This is how one parent described her P.E.T. journey.
Indeed, if you've never grown up benefitting from Active Listening, assertive confrontation or collaborative problem-solving, using these skills could be akin to creating a confection you've never had!
This mom (I'll call her Felicia) was generous enough to speak to a new cohort of parents at the end of their Session 3. The group had asked whether they might hear a graduate's perspective. It was hard going, and they longed for advice on overcoming resistance -- both their kids' and their own.
Felicia shared just how much she's changed over two years: "My Line of Acceptance was so high you would never believe it's the same me!"
Before P.E.T., Felicia "always felt like a victim" of her kids (two tweens) and fought back with her favorite Roadblocks, sarcasm and judgment. Afterwards, she used to "beat herself up a lot" and feel "horrible" guilt.
The hardest was the despair Felicia felt when she fell back into her old ways after a period of calm; Nothing has changed! I wasted a whole lot of money! was her self-talk.
Yet, she realized later, that depressing summer marked a turning point. Soon thereafter, she decided to take a monthly refresher and things got back on track.
Backsliding is an opportunity, she impressed upon the group:
"That's really the time to be good to yourself because that's when you can turn the corner! You deserve self-compassion. Ask yourself, 'What do you need? Anything?' This is hard work. We were also children and we are trying to make chocolate without knowing what chocolate is!"
The look of This woman totally gets me was on every single grinning face in that sunny room.
Felicia started and ended the talk with feelings. A growing comfort with emotions -- naming them, acknowledging them, accepting them -- was one of the primary benefits she saw of P.E.T.: "My children now talk about feelings! And the No Problem area is getting bigger and more profound."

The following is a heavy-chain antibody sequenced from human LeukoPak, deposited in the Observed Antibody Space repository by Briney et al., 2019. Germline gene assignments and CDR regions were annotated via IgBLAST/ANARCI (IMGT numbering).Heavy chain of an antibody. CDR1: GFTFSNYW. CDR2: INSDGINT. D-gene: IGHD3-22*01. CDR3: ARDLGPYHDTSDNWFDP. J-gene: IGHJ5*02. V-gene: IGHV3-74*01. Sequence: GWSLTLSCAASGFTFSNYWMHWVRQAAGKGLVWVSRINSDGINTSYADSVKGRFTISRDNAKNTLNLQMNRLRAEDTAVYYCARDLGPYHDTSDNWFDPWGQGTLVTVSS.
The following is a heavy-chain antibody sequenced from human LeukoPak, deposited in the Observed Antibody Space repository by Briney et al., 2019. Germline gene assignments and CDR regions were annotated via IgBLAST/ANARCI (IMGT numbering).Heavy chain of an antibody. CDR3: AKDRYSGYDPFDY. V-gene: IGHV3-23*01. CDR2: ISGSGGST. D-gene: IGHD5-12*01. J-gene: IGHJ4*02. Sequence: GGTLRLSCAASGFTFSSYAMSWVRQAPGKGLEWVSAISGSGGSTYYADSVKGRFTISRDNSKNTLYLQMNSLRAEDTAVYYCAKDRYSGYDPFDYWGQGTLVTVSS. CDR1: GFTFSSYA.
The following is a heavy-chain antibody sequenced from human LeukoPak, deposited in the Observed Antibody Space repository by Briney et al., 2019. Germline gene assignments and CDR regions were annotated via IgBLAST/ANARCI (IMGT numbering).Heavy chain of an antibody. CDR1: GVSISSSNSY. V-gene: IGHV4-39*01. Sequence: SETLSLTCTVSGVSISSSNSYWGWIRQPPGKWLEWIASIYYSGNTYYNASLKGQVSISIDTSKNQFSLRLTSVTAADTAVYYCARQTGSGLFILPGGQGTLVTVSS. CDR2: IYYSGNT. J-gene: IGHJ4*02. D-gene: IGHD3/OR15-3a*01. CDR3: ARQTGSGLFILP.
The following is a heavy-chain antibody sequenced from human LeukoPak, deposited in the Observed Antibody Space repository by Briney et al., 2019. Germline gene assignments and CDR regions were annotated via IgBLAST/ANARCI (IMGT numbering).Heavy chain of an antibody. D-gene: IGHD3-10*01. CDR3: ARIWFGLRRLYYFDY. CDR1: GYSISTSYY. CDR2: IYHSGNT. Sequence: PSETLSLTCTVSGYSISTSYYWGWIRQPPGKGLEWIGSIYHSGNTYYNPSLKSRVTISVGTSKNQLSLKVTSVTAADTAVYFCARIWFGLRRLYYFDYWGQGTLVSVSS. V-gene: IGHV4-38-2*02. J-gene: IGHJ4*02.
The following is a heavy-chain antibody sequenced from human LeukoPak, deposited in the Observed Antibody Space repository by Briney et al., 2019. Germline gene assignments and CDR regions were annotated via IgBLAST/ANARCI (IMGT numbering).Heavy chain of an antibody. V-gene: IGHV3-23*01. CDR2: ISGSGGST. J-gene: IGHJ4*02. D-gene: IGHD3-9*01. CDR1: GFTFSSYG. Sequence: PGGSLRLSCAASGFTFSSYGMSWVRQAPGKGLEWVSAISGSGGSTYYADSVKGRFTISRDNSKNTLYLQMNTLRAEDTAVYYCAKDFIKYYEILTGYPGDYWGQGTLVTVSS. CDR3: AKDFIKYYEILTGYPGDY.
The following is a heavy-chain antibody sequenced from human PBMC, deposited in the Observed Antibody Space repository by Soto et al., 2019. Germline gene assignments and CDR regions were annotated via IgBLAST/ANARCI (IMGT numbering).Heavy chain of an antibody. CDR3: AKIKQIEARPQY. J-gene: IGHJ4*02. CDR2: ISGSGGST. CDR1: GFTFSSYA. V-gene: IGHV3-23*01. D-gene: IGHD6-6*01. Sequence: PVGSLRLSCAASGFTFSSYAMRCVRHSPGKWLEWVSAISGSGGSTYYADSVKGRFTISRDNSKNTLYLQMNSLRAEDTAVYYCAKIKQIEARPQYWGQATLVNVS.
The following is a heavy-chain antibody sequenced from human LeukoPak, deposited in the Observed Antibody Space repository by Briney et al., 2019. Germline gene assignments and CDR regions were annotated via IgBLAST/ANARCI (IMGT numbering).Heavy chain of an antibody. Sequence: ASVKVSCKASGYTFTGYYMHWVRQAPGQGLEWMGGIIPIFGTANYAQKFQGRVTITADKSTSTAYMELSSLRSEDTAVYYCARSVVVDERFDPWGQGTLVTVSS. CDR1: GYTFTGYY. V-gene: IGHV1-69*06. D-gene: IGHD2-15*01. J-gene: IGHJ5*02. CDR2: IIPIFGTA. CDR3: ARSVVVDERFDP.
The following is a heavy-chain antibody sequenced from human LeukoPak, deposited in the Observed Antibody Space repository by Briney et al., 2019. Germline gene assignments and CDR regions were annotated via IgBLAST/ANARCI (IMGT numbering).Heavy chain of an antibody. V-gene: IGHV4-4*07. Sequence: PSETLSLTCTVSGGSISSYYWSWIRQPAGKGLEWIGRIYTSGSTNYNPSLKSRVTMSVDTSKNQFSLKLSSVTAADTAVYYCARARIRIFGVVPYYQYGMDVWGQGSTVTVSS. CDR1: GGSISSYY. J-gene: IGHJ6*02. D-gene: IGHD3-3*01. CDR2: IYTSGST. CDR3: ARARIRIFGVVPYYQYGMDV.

Winding up, she shared how, just the day before, she had had a flare up with one of her daughters. Shaking her head ruefully, she admitted it took her the "whole day" to figure out what was bothering her.
She decided to share some of her real struggle so she paired a Declarative I-Message with her apology to her child. (A form of self-disclosure, this type of I-Message describes your opinions, likes/dislikes, propensities, beliefs etc.) "I'm back," Felicia told her, "because, growing up, I had a hard time talking about feelings and I don't want you to go through that too."
Felicia concluded her inspirational talk:
"What you're doing is better than a Christmas gift. You're giving your kids an aware parent who puts words to feelings. My kids took some time to adjust and they resisted my Active Listening: 'Stop saying that!' But now they are happier and more like 'OMG, she's listening to me!' What a gift!"
Thank you, Felicia, for setting us to dreaming about P.E.T. chocolate. We may never have tasted it when we were young, but -- by golly -- we can start to churn them out for our beloved children.
And, the best thing is, once the factory gets going, it'll be open for generations to come!
Credits: Making chocolate (http://www.ecolechocolat.com/en/chocolate-making-from-bean.html); Box of chocolates (https://media-cdn.tripadvisor.com/media/photo-s/06/20/1c/0e/teuscher-chocolates-of.jpg)